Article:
Since President Trump's surprising firing of FBI director James Comey on Tuesday, the media have been abuzz with questions of Trump's motives, comparisons to Nixon's Saturday Night Massacre, and speculation that this might herald Trump's downfall. But is Comey's firing the only reason we're reminded of the Nixon administration?
Bob examines the conflicting narratives put forward by Trump's surrogates as to why Comey was fired -- and makes an argument that, despite the media frenzy, there are no signs that this will be 'Trump's Watergate.'
The Glass House - Marjane's inspiration by David Bergeaud The Glass House - End title by David Bergeaud
BROOKE GLADSTONE: From WNYC in New York, this is On the Media. I’m Brooke Gladstone
BOB GARFIELD: And I’m Bob Garfield. And then the unreality unraveled. This was the week when Donald Trump’s reflex to fabricate, conceal, attack and deny finally overwhelmed his own White House. The firing of FBI Director James Comey, premised on a transparent lie about Hillary Clinton's emails, forced presidential surrogates into an elaborate but flimsy fiction.
Vice President Mike Pence.
VICE-PRESIDENT MIKE PENCE: We have a president who’s willing to provide the kind of decisive and strong leadership to take the recommendation of the Deputy Attorney General and the Attorney General to remove an FBI director…
BOB GARFIELD: White House Press Secretary Sean Spicer, with ABC's Jonathan Karl.
MALE CORRESPONDENT: Sean Spicer insisted the president fired Comey solely because of the recommendation of Deputy Attorney General Rosenstein and the Justice Department.
JONATHAN KARL: So the White House had no involvement in this decision, in this decision to write this letter by the Deputy Attorney General?
PRESS SECRETARY SEAN SPICER: That’s correct.
BOB GARFIELD: Here’s Spicer again, cornered by the press as he literally took refuge in the West Wing hedges.
FEMALE CORRESPONDENT: The president made the decision today?
PRESS SECRETARY SPICER: Yes.
BOB GARFIELD: That statement was swiftly inoperative.
PRESIDENT TRUMP: They were…
LESTER HOLT/NBC: Because your letter, you said, “I, I accepted, I accepted their recommendation,” so you had already made the decision.
PRESIDENT TRUMP: Yeah, well they also - oh, I was going to fire regardless of recommendation.
LESTER HOLT: So there was –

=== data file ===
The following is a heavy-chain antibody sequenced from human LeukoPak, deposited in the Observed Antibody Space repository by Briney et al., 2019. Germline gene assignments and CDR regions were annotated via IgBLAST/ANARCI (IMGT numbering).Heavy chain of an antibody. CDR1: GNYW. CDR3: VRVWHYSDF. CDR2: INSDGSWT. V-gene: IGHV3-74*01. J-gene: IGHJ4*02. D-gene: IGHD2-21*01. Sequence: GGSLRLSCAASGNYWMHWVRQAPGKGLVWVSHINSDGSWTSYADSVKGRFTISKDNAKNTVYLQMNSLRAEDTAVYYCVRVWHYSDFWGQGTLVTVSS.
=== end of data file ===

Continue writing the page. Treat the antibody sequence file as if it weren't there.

BOB GARFIELD: It wasn’t the Justice Department’s recommendation. It was Comey’s “grandstanding.” Yeah, that’s the ticket, grandstanding!
PRESIDENT TRUMP: He’s a showboat, he’s a grandstander. The FBI has been in turmoil. You know that, I know that. Everybody knows that.
BOB GARFIELD: Throughout the week, a kaleidoscope of justification. It was the emails, it was the Deputy Attorney General, it was Comey’s congressional testimony. It was his loss of trust within the FBI. It wasn't about Russia, it definitely wasn't about Russia. Deputy Press Secretary Sarah Huckabee Sanders.
DEPUTY PRESS SECRETARY SANDERS: There's nothing there. It’s time to move on and it’s – frankly, it's time to focus on the things that the American people care about.
BOB GARFIELD: Except that one person turns out to really care a lot about Russia
PRESIDENT TRUMP: When I decided to just do it, I said to myself, I said, you know, this Russia thing with Trump and Russia is a made-up story. It's an excuse by the Democrats for having lost an election.
BOB GARFIELD: With Trump under siege over, to coin a phrase, a third-rate election hacking, comparisons to Watergate were everywhere, notably on the matter of obstruction of justice, the first article of impeachment that did, in fact, undo the presidency of Richard M. Nixon. Thus ended what John Dean famously diagnosed as a “diseased administration.”
JOHN DEAN: We have a cancer within, close to the presidency, that's growing. It's growing daily. It's compounding, it grows geometrically now because it compounds itself.
BOB GARFIELD: Whatever may be facing the Trump administration, it cannot get its story straight, a problem which can be addressed in two ways. One is for the president and his retinue to simply tell the truth. This is altogether unlikely for a White House press office that from literally day one has been little more than an alibi machine, and a very bad one, at that.
Then there is Trump’s idea.
FEMALE CORRESPONDENT: Then this morning President Trump, tweeting, defending his staff and threatening to cancel all press conferences.
MALE CORRESPONDENT: He says, “As a very active president with lots of things happening, it’s not possible for my surrogates to stand at podium with perfect accuracy. Maybe the best thing to do would be to cancel all future press briefings and hand out written responses for the sake of accuracy.”
BOB GARFIELD: Yes, Donald Trump’s fix for not lying to the press – is to stop answering questions altogether. And here we enter a reality more surreal than any in the history of our Republic. Yes, John Dean’s words resonate, but the diagnosis, not quite, not cancer. Rather, there is a dementia on this presidency, characterized by memory lapses, personality changes, impaired reasoning, paranoia and spontaneous eruptions, not just from within the Oval Office but the entire administration. On Friday afternoon, Sean Spicer wondered aloud why the White House's words aren't accepted as gospel.
WHITE HOUSE PRESS SECRETARY SPICER: I think he’s a little dismayed, as well as a lot of people, that we come out here and try to do everything we can to provide you and the American people with what he's doing on their behalf. And yet, we see time and time again an attempt to parse every little word and, and make it more of a game of gotcha, as opposed to really figure out what the policies are, why, why something’s being pursued or what the update is on this.
BOB GARFIELD: Dismay at the whole world for not accepting their lies as truth. Here's the real problem. For this disorder, there is no cure.